Accelerating CFD-DEM simulation of processes with wide particle size distributions Academic Article uri icon

abstract

  • Size-reduction systems have been extensively used in industry for many years. Nevertheless, reliable engineering tools to be used to predict the comminution of particles are scarce. Computational fluid dynamics (CFD)–discrete element model (DEM) numerical simulation may be used to predict such a complex phenomenon and therefore establish a proper design and optimization model for comminution systems. They may also be used to predict attrition in systems where particle attrition is significant. Therefore, empirical comminution functions (which are applicable for any attrition/comminution process), such as: strength distribution, selection, equivalence, breakage, and fatigue, have been integrated into the three-dimensional CFD–DEM simulation tool. The main drawback of such a design tool is the long computational time required owing to the large number of particles and the minute time-step required to maintain a steady solution while simulating the flow of particulate materials with very fine particles. The present study developed several methods to accelerate CFD–DEM simulations: reducing the number of operations carried out at the single-particle level, constructing a DEM grid detached from the CFD grid enabling a no binary search, generating a sub-grid within the DEM grid to enable a no binary search for fine particles, and increasing the computational time-step and eliminating the finest particles in the simulation while still tracking their contribution to the process. The total speedup of the simulation process without the elimination of the finest particles was a factor of about 17. The elimination of the finest particles gave additional speedup of a factor of at least 18. Therefore, the simulation of a grinding process can run at least 300 times faster than the conventional method in which a standard no binary search is employed and the smallest particles are tracked.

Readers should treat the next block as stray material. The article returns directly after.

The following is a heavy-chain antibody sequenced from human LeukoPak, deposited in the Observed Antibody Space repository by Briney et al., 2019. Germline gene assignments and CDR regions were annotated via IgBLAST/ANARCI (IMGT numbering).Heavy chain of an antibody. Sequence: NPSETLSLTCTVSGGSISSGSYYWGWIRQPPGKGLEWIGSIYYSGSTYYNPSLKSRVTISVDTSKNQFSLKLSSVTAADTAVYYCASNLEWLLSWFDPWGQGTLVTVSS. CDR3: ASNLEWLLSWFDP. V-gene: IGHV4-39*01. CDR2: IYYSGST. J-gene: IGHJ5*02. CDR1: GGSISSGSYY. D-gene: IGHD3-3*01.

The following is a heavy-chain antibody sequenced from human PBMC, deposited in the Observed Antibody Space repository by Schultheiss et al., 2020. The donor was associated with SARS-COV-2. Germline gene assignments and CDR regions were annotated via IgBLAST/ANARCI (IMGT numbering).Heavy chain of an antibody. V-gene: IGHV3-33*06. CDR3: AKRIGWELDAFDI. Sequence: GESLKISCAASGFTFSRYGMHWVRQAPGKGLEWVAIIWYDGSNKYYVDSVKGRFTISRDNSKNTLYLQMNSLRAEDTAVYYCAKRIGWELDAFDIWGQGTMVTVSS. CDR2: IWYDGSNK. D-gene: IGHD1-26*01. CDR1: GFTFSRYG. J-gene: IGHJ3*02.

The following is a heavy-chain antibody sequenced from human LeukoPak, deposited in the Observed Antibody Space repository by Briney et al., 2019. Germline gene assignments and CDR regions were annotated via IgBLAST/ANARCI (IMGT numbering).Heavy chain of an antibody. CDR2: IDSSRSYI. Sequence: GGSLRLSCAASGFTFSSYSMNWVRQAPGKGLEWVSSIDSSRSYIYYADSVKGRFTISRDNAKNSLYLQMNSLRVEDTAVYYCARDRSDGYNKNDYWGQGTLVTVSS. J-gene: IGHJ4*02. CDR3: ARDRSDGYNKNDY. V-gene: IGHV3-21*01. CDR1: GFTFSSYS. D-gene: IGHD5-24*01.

publication date

  • January 1, 2014